Florida Virtual School’s enrollment is up 54 percent year over year for its individual online course offerings and 64 percent for full-time programs. Public schools’ online programs managed by the for-profit provider K12 Inc. have grown from 122,000 enrollments in fall 2019 to 170,000 a year later. Applications to Connections Academy, a virtual school provider owned by Pearson, are up 61 percent.
This phenomena is not just because of COVID-19. This was happening well before COVID-19 entered into our lives, and with the right environment created by public schools, this remote option could keep growing after the pandemic. This also may create another benefit to school communities because it might create a new funding option. What I mean here is that those students who are attending professional on-line schools may opt to attend a public remote school instead. In a time when we all wished we invested in Zoom, Amazon, and Peloton in March and April, public schools may not want to miss an opportunity here. Too many schools are still in crisis mode when it comes remote and hybrid learning, but those ahead of the curve could be developing a more robust remote school that can bring in new students and new funding.
For school communities that feel they are in transformation mode, they may want to consider how to continue a virtual school within their school district. After all, public schools have the community element, where students will feel a part of a strong community, often within the same state where the student may live. If a student lives in N.Y., they are more likely to want to attend a virtual school within the same state and time zone for those moments of synchronous learning that many students have stated they do enjoy. Perhaps, they attend the remote option for learning but engage in after-school events like drama, sports, or STEM.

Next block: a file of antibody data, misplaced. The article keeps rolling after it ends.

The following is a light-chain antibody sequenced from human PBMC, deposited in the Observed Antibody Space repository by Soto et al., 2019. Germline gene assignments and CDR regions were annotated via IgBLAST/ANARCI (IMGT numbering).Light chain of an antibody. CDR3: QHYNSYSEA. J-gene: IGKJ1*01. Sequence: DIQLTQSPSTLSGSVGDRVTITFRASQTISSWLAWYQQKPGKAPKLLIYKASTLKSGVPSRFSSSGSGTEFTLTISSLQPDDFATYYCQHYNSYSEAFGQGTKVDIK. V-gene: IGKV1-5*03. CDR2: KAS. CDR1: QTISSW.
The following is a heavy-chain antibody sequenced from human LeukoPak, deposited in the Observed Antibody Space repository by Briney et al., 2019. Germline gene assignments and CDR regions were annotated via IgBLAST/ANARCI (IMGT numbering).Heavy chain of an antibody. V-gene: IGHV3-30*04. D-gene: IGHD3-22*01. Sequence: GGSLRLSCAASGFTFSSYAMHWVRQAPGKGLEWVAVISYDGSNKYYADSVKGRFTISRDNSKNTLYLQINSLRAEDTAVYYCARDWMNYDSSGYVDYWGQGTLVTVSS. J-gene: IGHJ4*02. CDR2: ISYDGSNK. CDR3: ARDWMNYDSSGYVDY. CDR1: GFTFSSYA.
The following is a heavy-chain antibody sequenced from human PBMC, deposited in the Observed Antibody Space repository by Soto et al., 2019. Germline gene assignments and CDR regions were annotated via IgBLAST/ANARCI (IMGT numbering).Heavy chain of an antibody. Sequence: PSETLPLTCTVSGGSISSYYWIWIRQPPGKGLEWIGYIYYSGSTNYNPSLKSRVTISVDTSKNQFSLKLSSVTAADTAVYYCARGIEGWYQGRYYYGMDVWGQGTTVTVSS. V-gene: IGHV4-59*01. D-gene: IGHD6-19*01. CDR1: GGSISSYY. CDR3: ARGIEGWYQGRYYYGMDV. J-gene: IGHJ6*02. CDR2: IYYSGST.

How might virtual schools within a school district work? They could do some of the following options:
- Establish a registration date for students to sign up for remote learning
- Make sure there are learning agreements between schools and those students who will engage in remote learning
- Secondary teachers could opt to teach a couple of their class periods through remote means
- Building leaders could designate some teachers as the full-time remote teachers at the elementary, middle or secondary level
In the End
It has been a year since COVID-19 became a pandemic. Sometimes I feel like that year has flown by and others times I feel like it has been much longer than a year. We all started that pandemic year in triage mode, and many of slowly moved from triage to transition where we became comfortable with the uncomfortable. As we enter into this home stretch where we all can get the vaccine but not the cure, there are opportunities to move into transformation. One of those opportunities is to create a more robust remote experience for students who want to continue learning from home.
The reality is that there are a majority of our students who did not like remote learning. This dislike of remote learning was due to many factors. Sometimes it was due to the student’s living conditions where they didn’t have a place in their house to learn. Other times it was due to the fact that they missed seeing their friends in-person. There were also instances that students didn’t like remote learning because they were not being engaged in discussions or deep learning experiences during remote class time. However, there are students who thrived during the experience.
Is it possible for directors of technology to work with their superintendents to create a virtual school within their district? This means branding the remote school and creating a more robust online learning experience for students using remote teachers. It means taking teachers (i.e., currently working, laid off, etc.) from an in-person experience and giving them the opportunity to teach in a hybrid or remote setting. Clearly, this is not an easy solution to budget cuts or competition from other types of schools, but many teachers and leaders showed they can be innovative and rise to the challenge of COVID-19. Perhaps this is the next step?
Citation: Lenhoff, S. W., Lewis, J. M., Pogodzinski, B., & Jones, R. D. (2019). ‘Triage, transition, and transformation’: Advocacy discourse in urban school reform. Education Policy Analysis Archives, 27(32).
The opinions expressed in Peter DeWitt’s Finding Common Ground are strictly those of the author(s) and do not reflect the opinions or endorsement of Editorial Projects in Education, or any of its publications.